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High school football: Feisty Setzer leading Salisbury o-line

By Mike London

SALISBURY —  At 5-foot-8, 179 pounds, Salisbury right guard Will Setzer looks like a candidate for hall monitor, not offensive line.

But the senior has not only survived, he’s thrived.

“When you’re my size on the o-line, it’s about heart and it’s about fight,” Setzer said. “Dudes across from me are bigger than me, a lot bigger than me, but as long as I fire off the ball, I’ve got a chance.”

Salisbury head coach Brian Hinson says firing off the ball is what Setzer does best. Hinson adds that Setzer plays at “a good pad level,” which means he understands leverage and gets lower than the guys he’s blocking. That explains how Setzer is still in one piece at this stage of the season.

Setzer was actually bigger when he started for the Hornets in 2017.

“I ran and worked out so much over the summer that I lost quite a bit of weight,” Setzer explained. “When I got on the scales at the start of the season I thought, I still weighed at least 200, but there it was — 179.”

With a hurricane-disrupted schedule, Salisbury had to play twice in the Central Carolina Conference last week, a bruising, 18-10,  home loss on Monday against Ledford, a top-15 team in 2A, followed by a tougher-than-expected, 35-23, road win against fired-up East Davidson. Setzer tirelessly responded with two of his better outings.

“Ledford had some huge guys, but I thought the hardest part of last week was getting motivated to practice hard after that a really tough loss,” Setzer said. “Coach said we had to look at it like our girlfriend had broken up with us. It didn’t feel good, but we had to get over it and move on.”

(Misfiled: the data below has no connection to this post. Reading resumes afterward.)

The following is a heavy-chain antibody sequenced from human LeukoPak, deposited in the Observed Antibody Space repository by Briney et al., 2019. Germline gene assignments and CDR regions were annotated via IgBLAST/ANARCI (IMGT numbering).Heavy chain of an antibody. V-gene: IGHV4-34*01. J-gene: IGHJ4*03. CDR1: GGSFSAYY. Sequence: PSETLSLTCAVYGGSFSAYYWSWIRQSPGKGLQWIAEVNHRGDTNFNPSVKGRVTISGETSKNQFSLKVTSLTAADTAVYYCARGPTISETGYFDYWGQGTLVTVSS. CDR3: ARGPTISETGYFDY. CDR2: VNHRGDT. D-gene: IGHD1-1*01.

The standard scouting report on Salisbury (5-3, 5-1 CCC)  is “athletes all over the place,” and Salisbury is still fast. But the Hornets are younger than usual, especially on defense, and smaller than usual.

“It seems like every Friday we’re seriously out-sized either on the offensive line or the defensive line,” Hinson said. “But our kids have hung in there, they’ve fought, and we’ve gotten better every week.”

The Hornets are seeking to make up for shortcomings in experience and pounds with improved savvy and technique, and Hinson and assistant coaches such as o-line coach Taylor Fender, who played for Hinson at Catawba, have put in long hours to make that happen.

The offensive line is a position group where technique and timing and effort are more critical than raw talent. Those guys are coming along.

“That’s where we’ve made our biggest strides since the start of the season,” Hinson said. “Coach Fender has done a great job with a very inexperienced group. We’ve got two seniors starting on the o-line now, but Setzer is the only senior who is a two-year starter.”

Because of his experience level, Setzer has taken on more of leadership role this season. He’s proud that the Hornets are starting to get some rushing touchdowns.

“Guys have put in the work, and they’ve been serious about getting better,” Setzer said. “I try to be my best every day because I never want to set a bad example for anyone.”

In Friday’s East Davidson game, the Hornets trailed the Golden Eagles early and couldn’t pull away to a comfortable position even after they grabbed the lead. With sophomore standout Mike McLean having some struggles at quarterback, Hinson moved him to running back for the stretch run and he responded with the two long scoring runs that clinched victory.

“Mike has been playing quarterback so a lot of people don’t realize how fast and elusive he is,” Setzer said. “He can make guys miss. He scored big touchdowns for us.”

Setzer and his line mates opened the holes for McLean.

“We didn’t play great on offense at East Davidson, by any means, but we were still able to score 35 points,” Hinson said. “That shows we’re making some progress.”



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